My next group starts in mid-September, and while I have a lot of work obligations to get done, I also will have a little more time to explore my own interests.  So what’s on my plate?  What are the adventures ahead?

Looking at .NET Core on Linux

I’ve been a fan of Microsoft’s technologies on non-Microsoft platforms for a long time now.  After all, I did speak about running IronPython on Linux back in 2009 at PyCon in Chicago.  Hearing so much about .NET Core from friends in the community, I am excited to see what’s going on with this cross-platform Microsoft stack.  Part of this will be playing with this on my own, and part of this exploration will be working with a friend on an application.  While I haven’t paired on an app for awhile, I’m both nervous and excited about this opportunity!

A Chance at my Geek Card – Dungeons & Dragons

Truth be told, I have never played Dungeons & Dragons.  Never, ever.  I watched people play briefly, and I didn’t think it’d be for me.  Mind you, I come from an RPG background – my addictions with Dragon Warrior, Chrono Trigger, Diablo II, Terraria… my many adventures in MMORPGs – Asheron’s Call, A Tale in the Desert, Horizons, EVE Online, World of Warcraft… so yeah, let’s forget that some of those games have D&D qualities and possibly rules and other influences in them.  D&D is not for me… or so I thought.  But some of my friends have talked me into giving it a try, so we’ll see how this goes.  I’m a little unnerved having to be the healer – I am used to being a hunter or warlock with a pet as a tank.  I’m used to all sorts of stories of mischief and mayhem – from getting into things I shouldn’t to causing all sorts of tales to unfold.  I can’t see the healer getting into mischief and mayhem, but we’ll see.  While I’ve fought the idea of playing D&D for a long time, I’ve now realized it’s time to quit fighting myself.  (That and these guys won’t let me back down now. 🙂 )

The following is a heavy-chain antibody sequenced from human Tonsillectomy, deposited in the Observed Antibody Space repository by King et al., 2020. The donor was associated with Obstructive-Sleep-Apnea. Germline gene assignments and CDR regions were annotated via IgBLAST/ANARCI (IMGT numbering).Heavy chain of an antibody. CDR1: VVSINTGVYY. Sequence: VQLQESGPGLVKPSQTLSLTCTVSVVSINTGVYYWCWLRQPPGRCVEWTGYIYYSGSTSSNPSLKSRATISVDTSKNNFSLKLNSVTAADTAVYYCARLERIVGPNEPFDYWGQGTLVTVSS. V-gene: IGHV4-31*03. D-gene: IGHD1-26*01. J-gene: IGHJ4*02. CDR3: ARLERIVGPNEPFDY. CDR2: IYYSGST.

Catching up on Reading

Something I’ve been wanting to do for awhile is catch up on my reading. These are the books currently in my queue:



The first two books are nods to my interest in learning and education in general.  The more I read, the more I am curious about how to better teach lessons – whether it’s life lessons for my own children, my apprentices, my friends, or even myself.

The third book, though, is something that I swore I would never understand.  In college, I had to take courses that explained data structures and algorithms.  While they did a good job on theory, they didn’t really explain the practical part.  However, one of our later lectures in our cohort is on data structures and algorithms, and I had Victor cover that for my group as well, as I knew that data structures and algorithms were things he got excited about.  I didn’t realize just HOW excited he got until I saw his prep work and making notes on his lessons and seeing his examples.  His excitement is quite contagious, and when he showed me this book, I realized that there is hope for me to better explain algorithms to my apprentices without feeling like the theory from college killed my will to understand programming languages.